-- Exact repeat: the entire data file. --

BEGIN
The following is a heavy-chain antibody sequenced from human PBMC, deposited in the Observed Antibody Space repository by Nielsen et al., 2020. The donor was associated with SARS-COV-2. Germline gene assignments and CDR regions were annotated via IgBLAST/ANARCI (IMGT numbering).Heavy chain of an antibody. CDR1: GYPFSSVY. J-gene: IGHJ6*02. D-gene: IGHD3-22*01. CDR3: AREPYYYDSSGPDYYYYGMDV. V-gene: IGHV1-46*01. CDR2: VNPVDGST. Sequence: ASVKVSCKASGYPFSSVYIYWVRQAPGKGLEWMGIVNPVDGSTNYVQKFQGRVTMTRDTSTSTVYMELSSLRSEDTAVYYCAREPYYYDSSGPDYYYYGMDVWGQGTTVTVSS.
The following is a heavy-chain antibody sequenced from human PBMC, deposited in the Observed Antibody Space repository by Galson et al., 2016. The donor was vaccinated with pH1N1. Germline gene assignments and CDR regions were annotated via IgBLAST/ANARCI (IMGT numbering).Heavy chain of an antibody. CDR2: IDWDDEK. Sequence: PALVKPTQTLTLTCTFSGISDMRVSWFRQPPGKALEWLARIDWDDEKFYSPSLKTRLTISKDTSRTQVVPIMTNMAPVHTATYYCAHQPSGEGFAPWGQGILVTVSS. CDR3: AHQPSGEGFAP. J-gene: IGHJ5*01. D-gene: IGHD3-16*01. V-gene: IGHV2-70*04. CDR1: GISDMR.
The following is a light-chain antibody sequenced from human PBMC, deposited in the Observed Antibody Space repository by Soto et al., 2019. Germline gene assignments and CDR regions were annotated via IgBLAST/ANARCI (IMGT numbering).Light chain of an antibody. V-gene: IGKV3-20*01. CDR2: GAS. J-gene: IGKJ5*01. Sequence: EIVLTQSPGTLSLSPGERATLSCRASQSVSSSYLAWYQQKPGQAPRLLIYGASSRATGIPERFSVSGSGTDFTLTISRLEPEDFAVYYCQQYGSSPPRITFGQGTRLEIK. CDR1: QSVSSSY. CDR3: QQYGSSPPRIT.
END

The following is a heavy-chain antibody sequenced from human PBMC, deposited in the Observed Antibody Space repository by Nielsen et al., 2020. The donor was associated with SARS-COV-2. Germline gene assignments and CDR regions were annotated via IgBLAST/ANARCI (IMGT numbering).Heavy chain of an antibody. CDR1: GYPFSSVY. J-gene: IGHJ6*02. D-gene: IGHD3-22*01. CDR3: AREPYYYDSSGPDYYYYGMDV. V-gene: IGHV1-46*01. CDR2: VNPVDGST. Sequence: ASVKVSCKASGYPFSSVYIYWVRQAPGKGLEWMGIVNPVDGSTNYVQKFQGRVTMTRDTSTSTVYMELSSLRSEDTAVYYCAREPYYYDSSGPDYYYYGMDVWGQGTTVTVSS.
The following is a heavy-chain antibody sequenced from human PBMC, deposited in the Observed Antibody Space repository by Galson et al., 2016. The donor was vaccinated with pH1N1. Germline gene assignments and CDR regions were annotated via IgBLAST/ANARCI (IMGT numbering).Heavy chain of an antibody. CDR2: IDWDDEK. Sequence: PALVKPTQTLTLTCTFSGISDMRVSWFRQPPGKALEWLARIDWDDEKFYSPSLKTRLTISKDTSRTQVVPIMTNMAPVHTATYYCAHQPSGEGFAPWGQGILVTVSS. CDR3: AHQPSGEGFAP. J-gene: IGHJ5*01. D-gene: IGHD3-16*01. V-gene: IGHV2-70*04. CDR1: GISDMR.
The following is a light-chain antibody sequenced from human PBMC, deposited in the Observed Antibody Space repository by Soto et al., 2019. Germline gene assignments and CDR regions were annotated via IgBLAST/ANARCI (IMGT numbering).Light chain of an antibody. V-gene: IGKV3-20*01. CDR2: GAS. J-gene: IGKJ5*01. Sequence: EIVLTQSPGTLSLSPGERATLSCRASQSVSSSYLAWYQQKPGQAPRLLIYGASSRATGIPERFSVSGSGTDFTLTISRLEPEDFAVYYCQQYGSSPPRITFGQGTRLEIK. CDR1: QSVSSSY. CDR3: QQYGSSPPRIT.